4. Have students list potential interview subjects. Then give students about twenty minutes to come up with their questions. It might be helpful if students framed their questions under general headings such as Sources of Information, News Reporters, Bias in the Media Reliability of Various News Sources, the Purpose of News, for example. If time does not allow for students to come up with their own questions, go to the worksheet entitled Interview Questions in the Student Organizers section.

5. Hand out Guidelines for Interviewing from the Student Organizers section and go over the following guidelines for interviews:

  • inform subject as to the purpose of the interview
  • ask the subject if you can take notes during the interview
  • assure the subject he/she can choose to ‘pass’ on any question without justification
  • use interview questions only as a foundation. If the subject exhibits a special expertise or passion on a subject, feel free to let the interview go in that direction
  • demonstrate to the interview subject that you are actually listening to responses by asking clarifying questions and asking for elaboration on certain responses
  • ask the subject if he/she would like to add any information that was not elicited by your questions
  • let the subject know how grateful you are for his or her time

6. After students have conducted their interviews, debrief their responses. Below are several suggestions as to how to debrief the information gathered from interviews:

a. Write the following categories on a white board or chalk board: newspapers, radio, television, Internet, other. Have students volunteer specific examples of each type of media they gathered from their interview subjects.

b. Elicit any consensus from interview subjects about the reliability of these sources.

c. Elicit any responses from interview subjects as to the information value of the media, e. g. did the interview subjects use the information in any way in their daily lives?

d. Have students whose interviewees felt well informed stand on one side of the room; have students whose interviewees felt under-informed stand on the other side of the room. Elicit some of the comments obtained during the interviews that led to these perceptions.

e. Assign an in-class writing assignment using one of the following prompts:

With the tremendous variety of information sources available in the United States today, how effective are these sources in keeping the American public informed about the world around them?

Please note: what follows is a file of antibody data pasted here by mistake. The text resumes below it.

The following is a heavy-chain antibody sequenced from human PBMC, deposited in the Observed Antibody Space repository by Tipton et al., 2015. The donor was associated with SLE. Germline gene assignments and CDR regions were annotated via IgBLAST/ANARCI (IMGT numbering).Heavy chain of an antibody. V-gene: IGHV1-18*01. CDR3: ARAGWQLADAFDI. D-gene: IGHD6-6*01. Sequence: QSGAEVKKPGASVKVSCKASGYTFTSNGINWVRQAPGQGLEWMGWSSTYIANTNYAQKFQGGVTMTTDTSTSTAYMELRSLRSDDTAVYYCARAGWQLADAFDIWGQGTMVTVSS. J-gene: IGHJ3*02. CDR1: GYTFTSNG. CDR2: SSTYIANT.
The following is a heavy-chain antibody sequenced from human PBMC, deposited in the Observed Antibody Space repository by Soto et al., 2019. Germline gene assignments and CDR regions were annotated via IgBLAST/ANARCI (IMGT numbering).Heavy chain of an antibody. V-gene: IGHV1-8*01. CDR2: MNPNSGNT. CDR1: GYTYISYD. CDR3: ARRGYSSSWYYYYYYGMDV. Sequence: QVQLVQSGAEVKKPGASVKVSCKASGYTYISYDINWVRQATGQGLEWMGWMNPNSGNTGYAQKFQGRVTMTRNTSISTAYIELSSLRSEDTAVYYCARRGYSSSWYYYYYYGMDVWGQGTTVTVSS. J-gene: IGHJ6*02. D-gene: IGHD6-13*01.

What is the most trusted source of information in America today? What has this source done to earn this accolade?

Anyone can start a blog on any topic. Does this contribute to our base of information or have a negative effect on information?

Learning Activity

Goal: In the 1950s, Walter Cronkite hosted a television program called You Are There in which real network correspondents ‘traveled through time’ to report events from history as though they were happening live. According to an NPR website on Walter Cronkite, it was a, “program that used real network correspondents to report events from days well before radio or TV in the style of ‘live’ television news. Called You Are There, the program taught history — and had a secret history of its own. All the writers were victims of the McCarthy-era blacklist. They used the tales of Joan of Arc, Galileo and other historical figures to make thinly disguised points about contemporary witch hunts.”

In this activity, groups of students will be assigned a period of history to examine. Each period focuses on a distinct type of communication and information. Students will research and then present a You Are There segment.

1. Organize students into groups of three or four. Within each group, one student will play the role of the interviewer and will be responsible for framing questions based on the group’s research. The other members of the group will be the actors and will need to devise a skit based on their research that highlights how information was disseminated during their time.

2. Hand out copies of You Are There Instructions from the Organizers for Students section. Make enough copies so that every student in each of the nine groups has a copy of the instructions.

3. The following are the segments to be researched and dramatized in their skits. Note: The events associated with each form of communication are merely suggestions. Please feel free to substitute events that are more relevant to your curriculum.

  • The Greek agora and the death of Socrates
    The Agora in Ancient Greece

    Hellenistic Ministry of Culture site on the Ancient Agora of Athens

    The Virtual Agora – this article covers much wider issues and can be used to expand on the idea of an agora

  • The Roman Forum and the assassination of Julius Caesar (this topic could be eliminated if necessary as the Forum functioned similarly to the Greek agora.)

    The Roman Forum in Wikipedia

    Capitolium.org